When Does a Seller Get Money After Closing?

May 21st 2024
The most exciting day for any seller is the day money comes in after closing. However, it can be tricky to understand when the money will arrive. When does the seller get money after closing? What day will it come? Who has the money, and what form will that money come in?

hash-markTable of Contents

When Does the Seller Get Money After Closing?
Disbursement of Funds at Closing: Wet Funding vs. Dry Funding
What Needs to Happen Before Payday?
Who Distributes the Funds at Closing?
How is the Seller Paid at Closing?
How Long After Closing Do Sellers Get Their Money Bottom Line

hash-markWhen Does the Seller Get Money After Closing?

The seller will get paid on the day of closing in most states, but it can take up to four business days for them to receive their money depending on where they live. This speed occurs because most sellers live inside wet funding states. However, if you live in a dry funding state, your timeline will look slightly different. Sellers in dry funding states will typically have to wait two to four business days to receive their funds. 

Let’s compare the two next to give you a better idea of the difference between wet funding and dry funding and why it takes longer to receive money in dry funding states. 

hash-markDisbursement of Funds at Closing: Wet Funding vs. Dry Funding

The main difference between wet funding and dry funding is the timeline for the disbursement of funds at closing. Nine dry funding states exist in the United States. These include Alaska, Arizona, California, Hawaii, Idaho, Nevada, New Mexico, Oregon, and Washington. The rest of the states are considered wet funding states. It’s essentially divided up into the west coast and the rest of the country.

Keep reading to find out how these funding scenarios work.

1. Wet Funding 

In a wet funding state, the mortgage lender gives the money to the seller immediately after the documents are signed. This allusion to wet ink on the paper lends itself to the name. You get paid right on the closing day rather than waiting.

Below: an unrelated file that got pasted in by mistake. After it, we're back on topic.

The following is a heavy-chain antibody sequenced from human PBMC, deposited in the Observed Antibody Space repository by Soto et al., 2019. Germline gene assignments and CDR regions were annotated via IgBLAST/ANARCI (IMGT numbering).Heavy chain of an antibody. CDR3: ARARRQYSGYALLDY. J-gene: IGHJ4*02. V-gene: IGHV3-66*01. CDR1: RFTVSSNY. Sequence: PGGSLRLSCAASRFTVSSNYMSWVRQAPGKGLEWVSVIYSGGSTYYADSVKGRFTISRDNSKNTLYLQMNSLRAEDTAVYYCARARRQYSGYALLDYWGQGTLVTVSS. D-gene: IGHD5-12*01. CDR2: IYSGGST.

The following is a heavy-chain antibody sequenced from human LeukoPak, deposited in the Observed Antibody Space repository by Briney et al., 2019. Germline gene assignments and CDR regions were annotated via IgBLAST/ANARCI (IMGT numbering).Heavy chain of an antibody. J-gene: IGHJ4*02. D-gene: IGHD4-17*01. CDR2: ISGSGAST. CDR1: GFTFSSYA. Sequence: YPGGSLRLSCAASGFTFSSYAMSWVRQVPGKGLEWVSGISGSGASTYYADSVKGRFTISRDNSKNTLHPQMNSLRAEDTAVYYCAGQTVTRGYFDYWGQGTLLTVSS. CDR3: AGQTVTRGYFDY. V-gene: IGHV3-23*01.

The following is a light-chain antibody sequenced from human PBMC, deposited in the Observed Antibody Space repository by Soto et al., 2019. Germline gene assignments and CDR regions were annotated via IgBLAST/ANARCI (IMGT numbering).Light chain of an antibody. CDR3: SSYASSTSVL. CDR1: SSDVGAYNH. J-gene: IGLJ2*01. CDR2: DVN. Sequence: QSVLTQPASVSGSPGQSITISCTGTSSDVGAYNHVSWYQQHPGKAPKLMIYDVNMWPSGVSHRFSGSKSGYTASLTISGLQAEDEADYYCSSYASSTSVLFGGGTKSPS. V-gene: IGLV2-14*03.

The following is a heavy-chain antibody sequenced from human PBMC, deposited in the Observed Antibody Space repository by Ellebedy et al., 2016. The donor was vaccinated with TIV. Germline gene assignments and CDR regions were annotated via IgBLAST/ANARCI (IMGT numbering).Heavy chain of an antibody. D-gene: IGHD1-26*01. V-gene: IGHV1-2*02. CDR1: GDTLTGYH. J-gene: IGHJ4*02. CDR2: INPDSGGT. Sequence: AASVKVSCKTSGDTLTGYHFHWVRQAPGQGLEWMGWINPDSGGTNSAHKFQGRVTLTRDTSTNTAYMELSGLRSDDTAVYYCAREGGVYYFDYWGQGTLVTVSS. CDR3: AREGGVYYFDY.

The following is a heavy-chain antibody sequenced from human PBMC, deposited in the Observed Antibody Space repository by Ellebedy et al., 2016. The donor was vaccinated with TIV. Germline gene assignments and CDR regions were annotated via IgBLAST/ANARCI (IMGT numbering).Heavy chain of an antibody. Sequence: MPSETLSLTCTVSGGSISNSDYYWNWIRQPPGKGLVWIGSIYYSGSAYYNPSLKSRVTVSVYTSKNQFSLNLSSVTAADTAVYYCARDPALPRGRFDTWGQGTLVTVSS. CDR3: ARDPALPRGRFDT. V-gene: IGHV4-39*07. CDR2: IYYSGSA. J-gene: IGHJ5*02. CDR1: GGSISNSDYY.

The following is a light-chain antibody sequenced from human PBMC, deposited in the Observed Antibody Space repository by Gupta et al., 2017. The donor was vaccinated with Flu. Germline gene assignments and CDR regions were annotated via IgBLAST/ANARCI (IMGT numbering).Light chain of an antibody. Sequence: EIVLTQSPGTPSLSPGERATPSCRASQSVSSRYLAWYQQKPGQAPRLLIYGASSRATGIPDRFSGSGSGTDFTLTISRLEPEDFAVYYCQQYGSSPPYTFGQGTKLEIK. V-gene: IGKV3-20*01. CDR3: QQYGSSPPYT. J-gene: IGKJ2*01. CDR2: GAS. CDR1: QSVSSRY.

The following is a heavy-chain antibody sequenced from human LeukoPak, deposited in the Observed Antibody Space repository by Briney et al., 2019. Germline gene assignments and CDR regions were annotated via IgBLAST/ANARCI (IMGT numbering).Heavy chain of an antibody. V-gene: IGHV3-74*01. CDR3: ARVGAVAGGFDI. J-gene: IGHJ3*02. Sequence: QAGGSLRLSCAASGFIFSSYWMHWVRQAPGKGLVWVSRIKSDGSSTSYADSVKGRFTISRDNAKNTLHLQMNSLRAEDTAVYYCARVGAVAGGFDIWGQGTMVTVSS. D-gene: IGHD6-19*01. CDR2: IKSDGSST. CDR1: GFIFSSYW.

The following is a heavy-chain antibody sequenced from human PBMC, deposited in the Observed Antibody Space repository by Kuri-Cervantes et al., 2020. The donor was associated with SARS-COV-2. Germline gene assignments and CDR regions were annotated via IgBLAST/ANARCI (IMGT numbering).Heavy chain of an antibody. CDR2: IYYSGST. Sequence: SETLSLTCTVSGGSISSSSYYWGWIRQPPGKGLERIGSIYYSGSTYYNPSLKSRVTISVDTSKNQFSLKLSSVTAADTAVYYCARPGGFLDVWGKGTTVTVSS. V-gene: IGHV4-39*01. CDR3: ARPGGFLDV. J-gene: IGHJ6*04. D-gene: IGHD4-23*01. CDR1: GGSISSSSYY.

This immediate funding provides several advantages. For sellers, it means they can quickly access their funds and move forward with their plans, whether that involves purchasing a new home, paying off debts, or investing.

For buyers, it ensures a smoother transition into their new property, as any potential delays related to fund transfers are minimized. The overall transaction process is more efficient and less stressful for both parties involved

2. Dry Funding

In a dry funding state, the mortgage lender looks at the buyer’s documents before paying the seller. Once they finish, the money goes to the seller. The ink has since dried on the page, hence the name.

This process introduces a short delay, usually taking two to four business days. During this time, the lender thoroughly reviews all closing documents to ensure everything is accurate and complete. While this extra step may seem inconvenient, it provides an additional layer of security for both the buyer and the seller, ensuring that all terms and conditions of the sale are fully met before any funds are transferred.

If you live in one of the nine states listed above, you will likely have to wait at least three days before receiving your payment. The reviewing may take no time at all, or it could take a long time. Of course, there are still a few things that need to get done before payday can happen. Let’s dive into those.

hash-markWhat Needs To Happen Before Payday?

Before payday, there are a few things that need to happen. These are critical to the speed of the disbursement of funds at closing. The more organized the closing process, the better equipped you will be to access your money when the home closes.